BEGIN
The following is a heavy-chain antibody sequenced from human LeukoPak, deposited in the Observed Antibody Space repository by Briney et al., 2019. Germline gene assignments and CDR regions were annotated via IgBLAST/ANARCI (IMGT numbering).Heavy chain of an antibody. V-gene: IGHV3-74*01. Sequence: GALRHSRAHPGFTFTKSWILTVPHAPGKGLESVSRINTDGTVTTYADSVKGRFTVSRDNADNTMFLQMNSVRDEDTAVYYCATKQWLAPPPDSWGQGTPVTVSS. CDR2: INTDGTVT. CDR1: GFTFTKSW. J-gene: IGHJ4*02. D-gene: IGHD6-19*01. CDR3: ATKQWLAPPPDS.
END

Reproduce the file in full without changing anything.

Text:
The following is a heavy-chain antibody sequenced from human LeukoPak, deposited in the Observed Antibody Space repository by Briney et al., 2019. Germline gene assignments and CDR regions were annotated via IgBLAST/ANARCI (IMGT numbering).Heavy chain of an antibody. V-gene: IGHV3-74*01. Sequence: GALRHSRAHPGFTFTKSWILTVPHAPGKGLESVSRINTDGTVTTYADSVKGRFTVSRDNADNTMFLQMNSVRDEDTAVYYCATKQWLAPPPDSWGQGTPVTVSS. CDR2: INTDGTVT. CDR1: GFTFTKSW. J-gene: IGHJ4*02. D-gene: IGHD6-19*01. CDR3: ATKQWLAPPPDS.